My JavaScript Internship at RStudio


  Maya Gans

This post was written by Maya Gans about her 2019 RStudio internship where she built Maya also documented her project and progress at

It’s funny to admit, but I applied for the RStudio internship because I wanted to learn JavaScript. I was receiving my Masters in Botany and found myself programstinating, a term I just made up for making plots and Shiny Apps from personal data instead of extracting DNA or writing my manuscript.

But programming was only a byproduct of my Master’s work and I began to realize if I wanted to identify as a programmer, I needed a more holistic understanding beyond the subset of packages and functions I used for my Masters work.

Enter the TidyBlocks project. I remember in my interview telling Greg Wilson my primary goal for the summer: to know more about JavaScript. When applying, I felt comfortable with as much JavaScript as you’d find in the first chapter of any book: arrays, lists, strings, and basic operations. I also had created some d3.js visualizations by Frankenstein-ing open source code snippets together. I was reading a lot about coding but hadn’t written much. I certainly never started a project from nothing.

Starting a project in a language you don’t know sounds daunting, but TidyBlocks hit the failure sweet spot. Failure is an inevitable part of learning new skills, but trying something too far beyond your current ability can be debilitating. The TidyBlocks project was built on Google’s Blockly, a JavaScript library for building programming editors. I wasn’t starting with a completely blank console, I had code to try to understand, and eventually build on.

I spent my first month or so understanding the library, then eventually creating custom blocks to import, transform, and visualize data. I’d go to bed perplexed, and in the morning jump out of bed with a solution. Git allowed me to make code worse before it got better. Eventually I even stopped referring to Happy Git with R. I learned how to work in branches and review code. I no longer questioned my abilities, figuring things out became a matter of when.

A little over halfway through the internship I had a working user interface and a palette of blocks. I found myself looking at the code written at the beginning of the internship and squirming. I could write this again. Better.

TidyBlocks 2.0 began in a fresh repo where I cleaned up and abstracted the code. Once functioning, the webpage was overhauled again to use the React.js framework, a popular tool for front end web developers.

I could talk about the specifics of the tool I developed, but I think what’s more important was that this internship gave me the space to learn tools and concepts I wanted to master by building something I am not only proud of, but know people can benefit from.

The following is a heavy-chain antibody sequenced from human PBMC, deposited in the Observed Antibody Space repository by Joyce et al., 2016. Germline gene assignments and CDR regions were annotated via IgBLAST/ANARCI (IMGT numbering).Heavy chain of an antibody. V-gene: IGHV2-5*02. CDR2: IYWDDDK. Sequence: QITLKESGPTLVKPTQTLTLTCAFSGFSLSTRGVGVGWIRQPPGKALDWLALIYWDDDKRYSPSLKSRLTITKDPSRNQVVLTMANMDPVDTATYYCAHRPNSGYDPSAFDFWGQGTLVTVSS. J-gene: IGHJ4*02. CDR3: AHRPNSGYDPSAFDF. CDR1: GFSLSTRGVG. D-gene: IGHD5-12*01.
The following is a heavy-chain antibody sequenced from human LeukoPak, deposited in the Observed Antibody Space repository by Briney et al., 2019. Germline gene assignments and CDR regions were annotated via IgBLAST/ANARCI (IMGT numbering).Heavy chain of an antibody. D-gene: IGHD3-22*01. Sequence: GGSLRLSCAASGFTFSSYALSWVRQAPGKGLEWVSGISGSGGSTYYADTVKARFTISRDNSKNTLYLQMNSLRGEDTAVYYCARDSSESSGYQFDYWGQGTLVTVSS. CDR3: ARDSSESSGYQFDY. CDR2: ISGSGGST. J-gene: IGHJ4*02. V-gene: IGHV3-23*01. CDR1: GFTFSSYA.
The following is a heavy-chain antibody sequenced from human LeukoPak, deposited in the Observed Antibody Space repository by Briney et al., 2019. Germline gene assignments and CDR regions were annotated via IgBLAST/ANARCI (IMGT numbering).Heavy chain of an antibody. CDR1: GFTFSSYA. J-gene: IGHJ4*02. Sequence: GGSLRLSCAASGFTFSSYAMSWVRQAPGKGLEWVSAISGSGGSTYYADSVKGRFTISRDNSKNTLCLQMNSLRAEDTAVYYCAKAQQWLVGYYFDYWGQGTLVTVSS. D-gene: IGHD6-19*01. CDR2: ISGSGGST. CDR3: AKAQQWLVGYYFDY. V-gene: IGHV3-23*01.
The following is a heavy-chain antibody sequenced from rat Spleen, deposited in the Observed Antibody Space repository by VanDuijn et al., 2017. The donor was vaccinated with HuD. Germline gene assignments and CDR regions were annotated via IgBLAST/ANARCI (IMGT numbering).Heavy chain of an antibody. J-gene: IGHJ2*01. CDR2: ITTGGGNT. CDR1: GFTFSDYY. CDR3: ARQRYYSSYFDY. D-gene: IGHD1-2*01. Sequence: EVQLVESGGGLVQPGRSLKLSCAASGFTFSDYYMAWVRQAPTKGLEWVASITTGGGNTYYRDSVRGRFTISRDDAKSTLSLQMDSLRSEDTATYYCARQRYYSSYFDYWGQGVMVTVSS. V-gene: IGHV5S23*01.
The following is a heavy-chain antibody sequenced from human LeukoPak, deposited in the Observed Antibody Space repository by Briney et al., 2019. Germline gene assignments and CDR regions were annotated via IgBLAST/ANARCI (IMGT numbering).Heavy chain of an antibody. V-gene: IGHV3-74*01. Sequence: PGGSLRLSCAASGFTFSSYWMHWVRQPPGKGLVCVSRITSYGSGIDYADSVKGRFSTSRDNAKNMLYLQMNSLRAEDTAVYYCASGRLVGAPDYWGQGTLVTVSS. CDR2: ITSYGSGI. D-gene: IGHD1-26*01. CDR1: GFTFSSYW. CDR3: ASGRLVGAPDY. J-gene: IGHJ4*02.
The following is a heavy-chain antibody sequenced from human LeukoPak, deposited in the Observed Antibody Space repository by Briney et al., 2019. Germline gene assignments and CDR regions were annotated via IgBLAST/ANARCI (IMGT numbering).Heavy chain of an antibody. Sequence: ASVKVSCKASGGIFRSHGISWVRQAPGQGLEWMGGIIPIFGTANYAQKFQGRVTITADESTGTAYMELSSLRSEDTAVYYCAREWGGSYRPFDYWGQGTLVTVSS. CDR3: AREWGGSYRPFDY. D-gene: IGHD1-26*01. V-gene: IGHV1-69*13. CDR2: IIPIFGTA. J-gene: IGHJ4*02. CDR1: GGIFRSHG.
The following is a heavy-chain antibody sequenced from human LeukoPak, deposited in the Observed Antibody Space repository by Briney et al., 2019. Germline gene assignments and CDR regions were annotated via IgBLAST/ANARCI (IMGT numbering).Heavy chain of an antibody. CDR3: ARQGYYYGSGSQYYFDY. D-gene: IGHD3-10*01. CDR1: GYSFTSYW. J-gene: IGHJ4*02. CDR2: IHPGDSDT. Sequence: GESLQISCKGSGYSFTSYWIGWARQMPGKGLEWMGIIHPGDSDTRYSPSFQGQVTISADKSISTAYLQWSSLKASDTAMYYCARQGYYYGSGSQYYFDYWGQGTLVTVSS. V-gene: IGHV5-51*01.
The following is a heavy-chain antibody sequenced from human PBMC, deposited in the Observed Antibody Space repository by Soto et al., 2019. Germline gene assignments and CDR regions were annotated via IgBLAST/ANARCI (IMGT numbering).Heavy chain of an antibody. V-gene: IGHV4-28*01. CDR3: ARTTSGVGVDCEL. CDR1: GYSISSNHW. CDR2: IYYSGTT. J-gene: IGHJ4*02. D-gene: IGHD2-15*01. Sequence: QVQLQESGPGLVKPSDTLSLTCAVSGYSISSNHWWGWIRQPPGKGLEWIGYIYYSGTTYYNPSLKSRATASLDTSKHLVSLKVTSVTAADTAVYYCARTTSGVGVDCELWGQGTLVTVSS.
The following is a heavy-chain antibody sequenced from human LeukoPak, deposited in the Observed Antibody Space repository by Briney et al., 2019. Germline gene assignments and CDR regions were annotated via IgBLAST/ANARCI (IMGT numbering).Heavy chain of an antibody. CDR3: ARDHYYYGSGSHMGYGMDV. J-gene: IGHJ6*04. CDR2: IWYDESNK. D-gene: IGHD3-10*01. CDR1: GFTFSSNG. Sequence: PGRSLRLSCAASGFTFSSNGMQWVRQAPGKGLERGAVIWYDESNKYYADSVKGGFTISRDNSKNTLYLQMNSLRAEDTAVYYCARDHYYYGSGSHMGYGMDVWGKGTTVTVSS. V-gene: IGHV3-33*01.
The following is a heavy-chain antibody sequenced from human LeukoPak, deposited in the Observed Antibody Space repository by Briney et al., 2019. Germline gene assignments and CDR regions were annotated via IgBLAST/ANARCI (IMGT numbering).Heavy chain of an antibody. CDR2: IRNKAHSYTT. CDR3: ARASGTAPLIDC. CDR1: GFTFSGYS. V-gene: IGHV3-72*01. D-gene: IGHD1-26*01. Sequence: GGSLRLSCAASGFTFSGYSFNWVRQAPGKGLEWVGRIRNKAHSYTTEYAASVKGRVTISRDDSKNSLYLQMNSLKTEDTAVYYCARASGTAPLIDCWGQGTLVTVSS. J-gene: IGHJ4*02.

Being a self taught programmer can be daunting, so interning for R Studio was the perfect mix of structured learning of core concepts mixed with creative freedom when executing the specifics. In fact, having a mentor who pushed me and believed in me gave me the confidence to apply (and land!) a job where I’ll be writing custom JavaScript for Shiny Apps. And the mentorship at RStudio goes well beyond your assigned instructor. I was initially intimidated by the giants who create the packages I use almost daily, but everyone at RStudio is incredibly approachable and excited to chat over virtual coffee (or communicate on Slack solely through emojis and gifs).

There’s also workshops offered to interact with employees outside of your project – I learned how to be a TidyVerse instructor with Greg Wilson, and created a blogdown website with Alison Hill. I strongly attribute having a professional web presence to my employment and Alison will forever be my mentor AKA #RMom. I also learned a ton from the other interns in the cohort, some of whom I’m sure I’ll be friends with forever.

I wanted to write an objective post where I measured the skills I had going into the internship against the many skills I gained, but I’d be remiss if I didn’t mention how profoundly this internship changed my life. Not only has this job empowered me to become a professional programmer, but it also gave me an insight into what an inclusive tech company looks like and what constitutes a healthy work life balance. I’m so grateful that I had the opportunity to learn from the people I hold so much respect for. I strongly believe anyone who is motivated and excited to learn would gain immensely from interning with RStudio. As much as I try to remain quantitative, what I’ve gained is immeasurable.